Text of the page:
Non-Designer Design Tutorial: Make Easy Shiny Buttons

I wanted to have this short tutorial on how to make buttons, because I can not tell you how many millions of times I’ve been stopped in the middle of my work by a programmer who needs a danged button. To a designer, this is 5 minutes of work or less: but not all of us were blessed with wonderful Photoshop skills. So the next time you or your programmer needs simple button, point them here.

Start with your shape

Open a new document in Photoshop and choose a shape. I tend to like rounded rectangles, but you can choose whatever your heart desires. Draw out the size you want the shape be, it doesn’t matter what color it is, we’ll be changing this next:

Step 1

Select your gradient

Using the fx drop down menu, found on the bottom of your Layers palette (if this isn’t open in your window, although it’s normally default upon open, go to the top menu select Window > Layers) Choose gradient overlay. Another window should pop up with gradient options. If you double-click on the gradient preview, your gradient editor palette pops up.  The first color (defaults to black) will be at the bottom of your gradient, and the second color (defaulted to white) will be the top of your gradient. Double click the bottom left black box (title tag reads color stop) to edit the bottom color; and likewise the bottom right white box to edit the top color. The rule of thumb for good gradients: Make them subtle. Don’t choose a super light and super dark color to go together. Choose your bottom color and a few paces from that, choose your top color. Can’t go wrong with that. Here’s our progress so far:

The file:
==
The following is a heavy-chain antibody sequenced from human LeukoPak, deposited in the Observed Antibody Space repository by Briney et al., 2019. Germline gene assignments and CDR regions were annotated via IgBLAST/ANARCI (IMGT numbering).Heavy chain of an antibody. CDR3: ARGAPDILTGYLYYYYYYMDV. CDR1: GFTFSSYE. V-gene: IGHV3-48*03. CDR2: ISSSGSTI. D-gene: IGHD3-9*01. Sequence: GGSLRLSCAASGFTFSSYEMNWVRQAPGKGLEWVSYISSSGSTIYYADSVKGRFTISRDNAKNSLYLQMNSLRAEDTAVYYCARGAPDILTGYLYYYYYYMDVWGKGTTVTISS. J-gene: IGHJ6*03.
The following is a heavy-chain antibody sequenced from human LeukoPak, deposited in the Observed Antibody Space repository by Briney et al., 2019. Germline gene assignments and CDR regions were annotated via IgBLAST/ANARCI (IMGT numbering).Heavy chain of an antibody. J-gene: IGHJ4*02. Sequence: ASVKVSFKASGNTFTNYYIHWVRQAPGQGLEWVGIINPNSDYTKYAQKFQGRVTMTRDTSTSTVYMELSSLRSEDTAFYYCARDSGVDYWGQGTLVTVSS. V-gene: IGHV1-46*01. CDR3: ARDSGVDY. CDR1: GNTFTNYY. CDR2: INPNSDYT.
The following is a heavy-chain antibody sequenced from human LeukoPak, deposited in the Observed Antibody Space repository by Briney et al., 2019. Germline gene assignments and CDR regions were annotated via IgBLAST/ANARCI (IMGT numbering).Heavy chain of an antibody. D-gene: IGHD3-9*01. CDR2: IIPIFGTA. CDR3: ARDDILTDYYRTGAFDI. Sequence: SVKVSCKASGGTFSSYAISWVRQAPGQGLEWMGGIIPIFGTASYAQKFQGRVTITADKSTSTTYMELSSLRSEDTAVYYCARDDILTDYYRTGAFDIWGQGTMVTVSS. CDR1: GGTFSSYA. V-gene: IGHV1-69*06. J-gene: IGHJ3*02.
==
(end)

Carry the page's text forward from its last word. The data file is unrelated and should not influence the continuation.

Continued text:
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Add some more sweet fx

Again, the rule of thumb is not to overdo it. Let’s start by adding an inner shadow for some depth. Go to your fx drop down again and select Inner Shadow. Change the opacity to 20% (subtle! but this depends on what gradient colors you chose also) and the angle to -90. This places the shadow at the bottom of the button, giving it a raised or bevel look.

Now, add an inner glow to the button. Change the opacity to 33% (this also depends on your colors; use your best judgment and remember less is more) Click on the yellow square and change the color to white. Now we really have a good looking button!

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Time to add the words

Now let’s add some text and some effects to that as well. Use your type tool (The button with a big “T” on the left side tools bar) I used the words “Submit Form” and white text, but make something match your own button. Open up your fx drop down again and select “Inner Shadow”. Turn OFF global lighting next to the angle slider and turn you’re angle to 90 degrees. Change “Distance” and “Size” to 1 pixel. Adjust the opacity to fit your text, hit enter and voila!

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Now this is a very simple button, but very clean and aesthetically pleasing. You can always play around and add more effects, but don’t overdo it. Here are some other options:

Button with added black outer glow, normal blend mode, set to 50% opacity with NO inner glow:

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Button on dark background with added white outer glow, normal blend mode, set to 50% opacity:

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Have a tutorial you’re wanting to see? Let me know!